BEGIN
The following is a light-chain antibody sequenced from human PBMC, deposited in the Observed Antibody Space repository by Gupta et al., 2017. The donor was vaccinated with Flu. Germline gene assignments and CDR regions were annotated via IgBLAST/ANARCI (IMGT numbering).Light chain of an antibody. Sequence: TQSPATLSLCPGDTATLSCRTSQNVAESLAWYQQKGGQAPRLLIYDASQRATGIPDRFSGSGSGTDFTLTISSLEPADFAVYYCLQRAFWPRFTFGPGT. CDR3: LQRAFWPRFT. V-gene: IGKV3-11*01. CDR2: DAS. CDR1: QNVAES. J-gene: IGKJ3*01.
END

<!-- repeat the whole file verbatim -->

The following is a light-chain antibody sequenced from human PBMC, deposited in the Observed Antibody Space repository by Gupta et al., 2017. The donor was vaccinated with Flu. Germline gene assignments and CDR regions were annotated via IgBLAST/ANARCI (IMGT numbering).Light chain of an antibody. Sequence: TQSPATLSLCPGDTATLSCRTSQNVAESLAWYQQKGGQAPRLLIYDASQRATGIPDRFSGSGSGTDFTLTISSLEPADFAVYYCLQRAFWPRFTFGPGT. CDR3: LQRAFWPRFT. V-gene: IGKV3-11*01. CDR2: DAS. CDR1: QNVAES. J-gene: IGKJ3*01.